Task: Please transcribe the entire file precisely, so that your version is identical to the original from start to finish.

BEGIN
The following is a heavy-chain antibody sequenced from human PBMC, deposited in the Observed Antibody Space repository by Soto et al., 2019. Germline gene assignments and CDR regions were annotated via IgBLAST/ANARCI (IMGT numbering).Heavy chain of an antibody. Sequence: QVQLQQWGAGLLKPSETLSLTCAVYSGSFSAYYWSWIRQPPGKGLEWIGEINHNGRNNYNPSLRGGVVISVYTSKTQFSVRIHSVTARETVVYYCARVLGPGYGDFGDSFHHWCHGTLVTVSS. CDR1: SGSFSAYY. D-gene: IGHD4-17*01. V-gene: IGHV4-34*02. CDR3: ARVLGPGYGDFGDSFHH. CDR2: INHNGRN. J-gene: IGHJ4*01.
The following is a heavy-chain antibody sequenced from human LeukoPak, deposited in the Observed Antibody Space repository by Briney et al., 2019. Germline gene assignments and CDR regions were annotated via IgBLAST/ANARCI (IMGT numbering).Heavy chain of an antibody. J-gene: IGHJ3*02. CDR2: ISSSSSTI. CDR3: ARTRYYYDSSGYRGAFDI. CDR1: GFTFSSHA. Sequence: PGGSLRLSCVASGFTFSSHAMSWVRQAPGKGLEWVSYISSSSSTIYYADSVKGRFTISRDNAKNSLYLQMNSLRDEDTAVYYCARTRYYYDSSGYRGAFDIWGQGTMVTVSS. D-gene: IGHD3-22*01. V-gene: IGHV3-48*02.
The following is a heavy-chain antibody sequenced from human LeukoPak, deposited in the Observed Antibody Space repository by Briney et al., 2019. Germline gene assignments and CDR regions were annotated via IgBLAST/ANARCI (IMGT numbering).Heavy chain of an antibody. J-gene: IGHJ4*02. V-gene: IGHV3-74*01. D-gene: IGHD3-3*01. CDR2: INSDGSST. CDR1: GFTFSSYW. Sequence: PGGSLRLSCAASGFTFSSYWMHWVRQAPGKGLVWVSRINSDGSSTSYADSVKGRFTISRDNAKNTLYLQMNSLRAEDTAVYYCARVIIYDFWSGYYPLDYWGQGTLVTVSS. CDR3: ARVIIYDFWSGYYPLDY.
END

The following is a heavy-chain antibody sequenced from human PBMC, deposited in the Observed Antibody Space repository by Soto et al., 2019. Germline gene assignments and CDR regions were annotated via IgBLAST/ANARCI (IMGT numbering).Heavy chain of an antibody. Sequence: QVQLQQWGAGLLKPSETLSLTCAVYSGSFSAYYWSWIRQPPGKGLEWIGEINHNGRNNYNPSLRGGVVISVYTSKTQFSVRIHSVTARETVVYYCARVLGPGYGDFGDSFHHWCHGTLVTVSS. CDR1: SGSFSAYY. D-gene: IGHD4-17*01. V-gene: IGHV4-34*02. CDR3: ARVLGPGYGDFGDSFHH. CDR2: INHNGRN. J-gene: IGHJ4*01.
The following is a heavy-chain antibody sequenced from human LeukoPak, deposited in the Observed Antibody Space repository by Briney et al., 2019. Germline gene assignments and CDR regions were annotated via IgBLAST/ANARCI (IMGT numbering).Heavy chain of an antibody. J-gene: IGHJ3*02. CDR2: ISSSSSTI. CDR3: ARTRYYYDSSGYRGAFDI. CDR1: GFTFSSHA. Sequence: PGGSLRLSCVASGFTFSSHAMSWVRQAPGKGLEWVSYISSSSSTIYYADSVKGRFTISRDNAKNSLYLQMNSLRDEDTAVYYCARTRYYYDSSGYRGAFDIWGQGTMVTVSS. D-gene: IGHD3-22*01. V-gene: IGHV3-48*02.
The following is a heavy-chain antibody sequenced from human LeukoPak, deposited in the Observed Antibody Space repository by Briney et al., 2019. Germline gene assignments and CDR regions were annotated via IgBLAST/ANARCI (IMGT numbering).Heavy chain of an antibody. J-gene: IGHJ4*02. V-gene: IGHV3-74*01. D-gene: IGHD3-3*01. CDR2: INSDGSST. CDR1: GFTFSSYW. Sequence: PGGSLRLSCAASGFTFSSYWMHWVRQAPGKGLVWVSRINSDGSSTSYADSVKGRFTISRDNAKNTLYLQMNSLRAEDTAVYYCARVIIYDFWSGYYPLDYWGQGTLVTVSS. CDR3: ARVIIYDFWSGYYPLDY.